Summer Kicks Up Somatic Cell Counts
Dairy operators tend to think about the winter as being a stressful time for themselves and their cows. While working in the cold may not be a lot of fun for humans, the ability to manufacture milk in the summer heat is a lot of work and not much fun for the cows.
Most dairy operators look at summer heat as a problem for feed intake and cow comfort. But the summer heat also tends to drive the somatic cell count (SCC) up in most herds. Why is that? There are probably many underlying causes, but here are a few that are worth considering.
In the Midwest, high heat usually means relatively high humidity as well. When the humidity is high, evaporation slows way down so barn alleys and other surfaces tend to be wet longer. Alleys in freestall barns generally will never get dry. The cows are walking on wet floors with a certain amount of manure present and, therefore, their feet are always a bit more on the dirty side. Then when the cows lie down, those wet rear hooves come in contact with the teat ends providing a source of contamination. On many farms sprinkler systems are used over the feed alley to help cool the cows, contributing to even more moisture exposure. The result of all this moisture is a greater opportunity to introduce bacteria to the teat of the dairy cow causing a potential for higher SCC.
The lack of these drying conditions extends to the freestalls as well. Regardless of the bedding material used in the stalls, it will most likely be higher in moisture during humid summer weather, creating a ripe breeding ground for environmental bacteria that cause mastitis. In addition, there is some thought that the heat stress on the cow itself may actually lower her resistance and ability to fight off low level infections in the udder. Florida research suggested the summer SCC increase may actually be related to decreased milk production when cows are experiencing heat stress (Shearer and Beede, 1990). Other research, however, suggest the real culprit in the summer is the increased rate at which pathogens multiply, thereby increasing the potential for infection, mainly from environmental pathogens (Hogan et al 1989).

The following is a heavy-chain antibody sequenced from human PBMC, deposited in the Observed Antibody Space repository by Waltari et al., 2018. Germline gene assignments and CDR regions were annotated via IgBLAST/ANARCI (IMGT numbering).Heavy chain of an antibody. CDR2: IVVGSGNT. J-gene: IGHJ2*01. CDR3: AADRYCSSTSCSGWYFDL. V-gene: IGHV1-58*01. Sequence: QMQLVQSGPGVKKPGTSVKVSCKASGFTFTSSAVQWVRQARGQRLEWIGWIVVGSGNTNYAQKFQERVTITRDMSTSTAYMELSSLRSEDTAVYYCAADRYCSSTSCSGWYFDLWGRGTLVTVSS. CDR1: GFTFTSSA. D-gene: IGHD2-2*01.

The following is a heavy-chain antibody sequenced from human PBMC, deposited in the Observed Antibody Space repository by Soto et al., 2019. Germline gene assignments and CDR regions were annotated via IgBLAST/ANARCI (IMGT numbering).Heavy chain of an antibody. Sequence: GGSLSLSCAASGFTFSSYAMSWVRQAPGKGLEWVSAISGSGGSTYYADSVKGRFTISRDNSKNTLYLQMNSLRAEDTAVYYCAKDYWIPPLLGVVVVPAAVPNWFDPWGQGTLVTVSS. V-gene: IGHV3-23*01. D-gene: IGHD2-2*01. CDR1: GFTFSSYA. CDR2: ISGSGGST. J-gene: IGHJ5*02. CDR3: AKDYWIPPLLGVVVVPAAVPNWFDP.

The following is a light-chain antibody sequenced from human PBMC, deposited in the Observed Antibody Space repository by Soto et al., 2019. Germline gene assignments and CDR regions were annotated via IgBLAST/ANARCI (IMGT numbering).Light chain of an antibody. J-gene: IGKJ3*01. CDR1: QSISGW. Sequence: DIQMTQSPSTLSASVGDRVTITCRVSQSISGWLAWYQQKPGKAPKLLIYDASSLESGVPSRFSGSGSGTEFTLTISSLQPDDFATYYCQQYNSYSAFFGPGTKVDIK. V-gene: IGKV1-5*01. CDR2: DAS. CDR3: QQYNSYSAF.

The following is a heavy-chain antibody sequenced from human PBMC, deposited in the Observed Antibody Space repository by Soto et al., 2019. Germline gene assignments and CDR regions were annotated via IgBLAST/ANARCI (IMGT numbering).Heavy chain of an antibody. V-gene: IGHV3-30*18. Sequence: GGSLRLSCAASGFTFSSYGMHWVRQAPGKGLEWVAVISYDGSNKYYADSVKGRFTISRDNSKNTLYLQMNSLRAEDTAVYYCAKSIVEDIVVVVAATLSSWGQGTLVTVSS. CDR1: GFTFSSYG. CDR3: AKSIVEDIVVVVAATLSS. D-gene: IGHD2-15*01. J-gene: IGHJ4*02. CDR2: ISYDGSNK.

So What Do I Do?
There is no one answer to this question, but rather a series of actions is needed to help keep potential infections in check and, thus, keep SCC in line as well. Remember:
- Just because it is summer, this is no time to slack off on alley and stall maintenance. Be sure to scrape alleys often, keeping the accumulated manure to a minimum. This, in turn, keeps manure on the cows' feet to a minimum.
- Regular dressing of the stall bedding is important. Scraping the inevitable manure off the stall platform and keeping clean, dry bedding material near the back helps keep clean udders.
- Take advantage of air movement in barns that help keep cows cool and help dry their environment. Free air movement from open-sided barns and properly placed fans can reduce the moisture level in the stalls and help dry some of the alleyways as well. That will help keep cleaner feet and cleaner cows.
- If there is the opportunity to let cows out on dirt exercise lots or pastures, it will give them some time on dry surfaces and reduce the manure deposited in the alleys. This might actually allow some alleys to dry. An added benefit to this practice may be healthier feet and legs because the cows are off the concrete for a few hours.
- Make sure the milking routine and equipment are kept at their highest quality level. If cows are carrying even subclinical levels of infection, extra steps need to be taken to prevent contamination of other cows thru poor milking practices. This includes the need for thorough teat dipping of all quarters.
- Move cows around the barn and parlor slowly. Fast moving cows kick up more manure onto their feet and legs. Cows moved calmly are also more likely to enter the parlor smoothly. This will help them more readily enter the milk letdown phase of the milking process.
Published in Dairy Star June 18, 2005